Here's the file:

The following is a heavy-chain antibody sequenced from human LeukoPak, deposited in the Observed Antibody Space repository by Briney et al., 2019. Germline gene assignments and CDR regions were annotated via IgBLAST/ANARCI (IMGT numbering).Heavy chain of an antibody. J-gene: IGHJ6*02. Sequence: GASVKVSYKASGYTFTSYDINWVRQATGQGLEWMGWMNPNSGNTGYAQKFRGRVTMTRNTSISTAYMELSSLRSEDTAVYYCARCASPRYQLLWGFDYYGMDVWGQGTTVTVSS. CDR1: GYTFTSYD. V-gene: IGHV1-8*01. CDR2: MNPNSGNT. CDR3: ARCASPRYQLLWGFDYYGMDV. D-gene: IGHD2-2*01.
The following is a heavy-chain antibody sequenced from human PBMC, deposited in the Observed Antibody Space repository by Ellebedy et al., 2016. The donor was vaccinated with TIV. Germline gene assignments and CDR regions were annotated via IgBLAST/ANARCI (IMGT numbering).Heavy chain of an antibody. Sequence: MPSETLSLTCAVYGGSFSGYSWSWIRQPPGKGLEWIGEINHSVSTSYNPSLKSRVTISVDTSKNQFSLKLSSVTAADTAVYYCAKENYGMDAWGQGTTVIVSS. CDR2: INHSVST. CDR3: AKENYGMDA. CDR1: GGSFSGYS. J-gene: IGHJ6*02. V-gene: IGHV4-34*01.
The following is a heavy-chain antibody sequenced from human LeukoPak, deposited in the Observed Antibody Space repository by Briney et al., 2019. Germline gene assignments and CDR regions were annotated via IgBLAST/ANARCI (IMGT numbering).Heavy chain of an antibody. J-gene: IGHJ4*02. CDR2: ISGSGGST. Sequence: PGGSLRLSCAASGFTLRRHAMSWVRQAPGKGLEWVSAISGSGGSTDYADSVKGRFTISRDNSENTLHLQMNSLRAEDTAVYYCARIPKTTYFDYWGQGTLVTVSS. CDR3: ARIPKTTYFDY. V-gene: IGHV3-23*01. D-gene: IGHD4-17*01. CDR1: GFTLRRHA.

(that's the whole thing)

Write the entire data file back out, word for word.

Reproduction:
The following is a heavy-chain antibody sequenced from human LeukoPak, deposited in the Observed Antibody Space repository by Briney et al., 2019. Germline gene assignments and CDR regions were annotated via IgBLAST/ANARCI (IMGT numbering).Heavy chain of an antibody. J-gene: IGHJ6*02. Sequence: GASVKVSYKASGYTFTSYDINWVRQATGQGLEWMGWMNPNSGNTGYAQKFRGRVTMTRNTSISTAYMELSSLRSEDTAVYYCARCASPRYQLLWGFDYYGMDVWGQGTTVTVSS. CDR1: GYTFTSYD. V-gene: IGHV1-8*01. CDR2: MNPNSGNT. CDR3: ARCASPRYQLLWGFDYYGMDV. D-gene: IGHD2-2*01.
The following is a heavy-chain antibody sequenced from human PBMC, deposited in the Observed Antibody Space repository by Ellebedy et al., 2016. The donor was vaccinated with TIV. Germline gene assignments and CDR regions were annotated via IgBLAST/ANARCI (IMGT numbering).Heavy chain of an antibody. Sequence: MPSETLSLTCAVYGGSFSGYSWSWIRQPPGKGLEWIGEINHSVSTSYNPSLKSRVTISVDTSKNQFSLKLSSVTAADTAVYYCAKENYGMDAWGQGTTVIVSS. CDR2: INHSVST. CDR3: AKENYGMDA. CDR1: GGSFSGYS. J-gene: IGHJ6*02. V-gene: IGHV4-34*01.
The following is a heavy-chain antibody sequenced from human LeukoPak, deposited in the Observed Antibody Space repository by Briney et al., 2019. Germline gene assignments and CDR regions were annotated via IgBLAST/ANARCI (IMGT numbering).Heavy chain of an antibody. J-gene: IGHJ4*02. CDR2: ISGSGGST. Sequence: PGGSLRLSCAASGFTLRRHAMSWVRQAPGKGLEWVSAISGSGGSTDYADSVKGRFTISRDNSENTLHLQMNSLRAEDTAVYYCARIPKTTYFDYWGQGTLVTVSS. CDR3: ARIPKTTYFDY. V-gene: IGHV3-23*01. D-gene: IGHD4-17*01. CDR1: GFTLRRHA.